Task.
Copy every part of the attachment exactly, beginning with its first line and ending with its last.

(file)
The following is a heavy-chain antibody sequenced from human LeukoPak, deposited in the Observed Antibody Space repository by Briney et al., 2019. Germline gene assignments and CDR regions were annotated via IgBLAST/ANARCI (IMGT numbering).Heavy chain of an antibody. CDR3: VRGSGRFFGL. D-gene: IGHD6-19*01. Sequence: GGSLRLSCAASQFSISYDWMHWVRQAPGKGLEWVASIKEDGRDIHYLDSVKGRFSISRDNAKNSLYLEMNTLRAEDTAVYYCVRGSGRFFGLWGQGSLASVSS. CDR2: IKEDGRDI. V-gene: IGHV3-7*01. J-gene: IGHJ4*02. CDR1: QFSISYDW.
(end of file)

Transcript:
The following is a heavy-chain antibody sequenced from human LeukoPak, deposited in the Observed Antibody Space repository by Briney et al., 2019. Germline gene assignments and CDR regions were annotated via IgBLAST/ANARCI (IMGT numbering).Heavy chain of an antibody. CDR3: VRGSGRFFGL. D-gene: IGHD6-19*01. Sequence: GGSLRLSCAASQFSISYDWMHWVRQAPGKGLEWVASIKEDGRDIHYLDSVKGRFSISRDNAKNSLYLEMNTLRAEDTAVYYCVRGSGRFFGLWGQGSLASVSS. CDR2: IKEDGRDI. V-gene: IGHV3-7*01. J-gene: IGHJ4*02. CDR1: QFSISYDW.